Thursday, June 25, 2009

From the mailbag...

Psachya writes:
One thing I've learned over the years as a bandleader is that, when it comes to band prep, everything is relative. Two examples:

On a recent gig, the prep said that the choson wanted a "long first dance set". The caterer wanted to give me 15 minutes. I negotiated him up to 25 minutes. In the more yeshivish weddings, 25 minutes is "just getting warmed up" - I hoped the choson (who is a friend of mine) wouldn't be annoyed at the short length of the set.

Sure enough, after the set, the choson came up to the bandstand. "The music is great," he said, "but try to keep the next dance set shorter. The dancing went on forever!"

Go know.

The following night (a yeshivish wedding), the prep included requests for (count 'em) 13 hora/disco-type tunes. Followed by the statement, "Please don't overdo the horas." (!!)

What can I say? Everything's relative.
Shloime Kaufman emails about his new release to raise funds for A T.I.M.E. (an organization helping couples with infertility issues.):
Shloime Kaufman's Avodos Tzedakah album is in all Judiaca stores or the CD is available for download on, and features Dovid Gabay, Baruch Levine, Abie Rotenberg, Michoel Pruzansky, A.K.A. Pella, Sholom Jacobs and contains songs composed by Yitzy Waldner and Baruch Levine. The CD is presented by and PROCEEDS WILL GO TO BENEFIT A T.I.M.E., which is the premier, internationally acclaimed organization that offers advocacy, education, guidance, research and support through our many programs to Jewish men, women, and couples struggling with reproductive health and infertility.
You can hear audio clips and buy the album here.

Steven I. Weiss emails:
Jewish Punk Rockers. I thought you might enjoy some of what's said in this week's newscast.
There's a lot more in the broadcast version, though we'll be posting some additional clips on the Web soon.
Zal Schreiber writes:
THAT said….I know the gist of what was said here was perhaps a bit sarcastic in tone (at least, at times), but I think the comment the Xmas Music is Avoda Zarra needs to be mitigated a bit.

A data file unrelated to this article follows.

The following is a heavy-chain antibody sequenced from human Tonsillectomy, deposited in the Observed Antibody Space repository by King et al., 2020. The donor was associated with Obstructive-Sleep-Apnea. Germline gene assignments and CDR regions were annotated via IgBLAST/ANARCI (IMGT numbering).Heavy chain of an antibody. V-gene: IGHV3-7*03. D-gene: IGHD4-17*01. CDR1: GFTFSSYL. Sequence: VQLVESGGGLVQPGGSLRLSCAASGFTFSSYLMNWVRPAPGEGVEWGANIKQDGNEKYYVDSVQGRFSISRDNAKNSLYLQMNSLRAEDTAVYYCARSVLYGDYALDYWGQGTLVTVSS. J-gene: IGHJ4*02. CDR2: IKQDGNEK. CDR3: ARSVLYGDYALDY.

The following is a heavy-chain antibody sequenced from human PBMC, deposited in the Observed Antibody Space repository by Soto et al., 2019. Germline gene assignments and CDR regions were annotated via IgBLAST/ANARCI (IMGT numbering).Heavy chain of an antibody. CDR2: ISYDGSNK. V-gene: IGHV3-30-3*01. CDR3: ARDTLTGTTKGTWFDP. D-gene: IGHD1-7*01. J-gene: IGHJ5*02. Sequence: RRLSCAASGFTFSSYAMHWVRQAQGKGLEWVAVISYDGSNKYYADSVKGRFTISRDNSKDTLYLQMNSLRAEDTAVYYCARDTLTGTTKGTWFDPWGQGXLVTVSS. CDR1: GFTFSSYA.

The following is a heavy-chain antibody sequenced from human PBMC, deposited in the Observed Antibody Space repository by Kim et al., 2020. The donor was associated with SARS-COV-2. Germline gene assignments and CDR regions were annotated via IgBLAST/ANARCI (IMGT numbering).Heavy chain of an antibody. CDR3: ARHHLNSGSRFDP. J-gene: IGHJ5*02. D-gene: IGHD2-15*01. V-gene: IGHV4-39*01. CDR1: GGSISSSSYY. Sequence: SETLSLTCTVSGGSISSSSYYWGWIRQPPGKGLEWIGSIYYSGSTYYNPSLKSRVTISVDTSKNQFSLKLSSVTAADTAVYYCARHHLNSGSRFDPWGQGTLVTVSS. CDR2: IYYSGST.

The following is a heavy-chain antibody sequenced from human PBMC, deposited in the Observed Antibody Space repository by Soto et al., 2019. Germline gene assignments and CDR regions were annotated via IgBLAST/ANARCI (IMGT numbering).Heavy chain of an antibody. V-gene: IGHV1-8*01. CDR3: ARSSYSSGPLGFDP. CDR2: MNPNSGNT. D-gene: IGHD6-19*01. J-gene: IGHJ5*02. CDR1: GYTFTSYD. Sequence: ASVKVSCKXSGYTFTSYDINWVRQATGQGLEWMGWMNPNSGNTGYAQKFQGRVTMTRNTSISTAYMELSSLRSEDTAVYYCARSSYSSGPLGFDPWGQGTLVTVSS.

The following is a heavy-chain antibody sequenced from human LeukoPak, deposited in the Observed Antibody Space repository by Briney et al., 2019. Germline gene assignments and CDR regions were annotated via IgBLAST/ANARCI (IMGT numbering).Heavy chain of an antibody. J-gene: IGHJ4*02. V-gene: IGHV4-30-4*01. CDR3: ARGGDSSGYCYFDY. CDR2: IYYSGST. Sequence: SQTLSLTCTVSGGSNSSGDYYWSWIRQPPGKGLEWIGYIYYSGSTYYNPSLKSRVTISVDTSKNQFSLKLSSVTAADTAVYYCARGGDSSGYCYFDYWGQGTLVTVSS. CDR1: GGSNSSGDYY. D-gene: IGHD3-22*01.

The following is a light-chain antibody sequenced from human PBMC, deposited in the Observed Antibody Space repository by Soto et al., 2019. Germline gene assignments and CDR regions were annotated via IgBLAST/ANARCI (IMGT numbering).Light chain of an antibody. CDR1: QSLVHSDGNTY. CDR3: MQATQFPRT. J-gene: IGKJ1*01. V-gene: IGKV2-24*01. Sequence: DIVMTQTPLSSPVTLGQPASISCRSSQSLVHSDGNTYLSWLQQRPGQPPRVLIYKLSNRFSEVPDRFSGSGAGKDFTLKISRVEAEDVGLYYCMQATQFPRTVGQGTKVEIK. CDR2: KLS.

My Rov knows music, world philosophy, real Kabbalistic zaachen, and about the waltz….and has his favorite Classical Music composers (Sibelius is his favorite, I believe) , and I asked him about music (I have some relationship with that being a Levi from both my parents, a”h, growing up with Chazzanis and Presley, and classical music, playing in wedding and, ahem, other bands..and then working for a/thee major secular music corporation in the world for 16 years…..)

So I asked my Rov about music, and he said, MAYBE Handel and his Messiah are not to be listened to, otherwise, I don’t think popular Xmas music is really something to be stoned for…for listening to, and is (real) Avoda Zarra. (Church hymns for JC MIGHT be a no-no….)

And he also said that Waltz music has roots in things we shouldn’t really speak about in public, BUT, because we really don’t know about those particulars and because it’s a way bygone issue, that we’ve embraced it in Jewish music (and shouldn’t worry). Otherwise, we would toss out Shlichey Tzibur on a regular basis.

PS. You should take Dovid Kerner’s music, seriously, folks, as he composes and records it l’Shaim Shamayim. He’s a man with a(n important) message, and he puts it to song.
In the dangerous world we live in, it’s his own way of letting other to know to take heed. For the sake of Klal Yisrael.
Greg Wall forwards a link to a J-Post writeup of Pioneers for a Cure.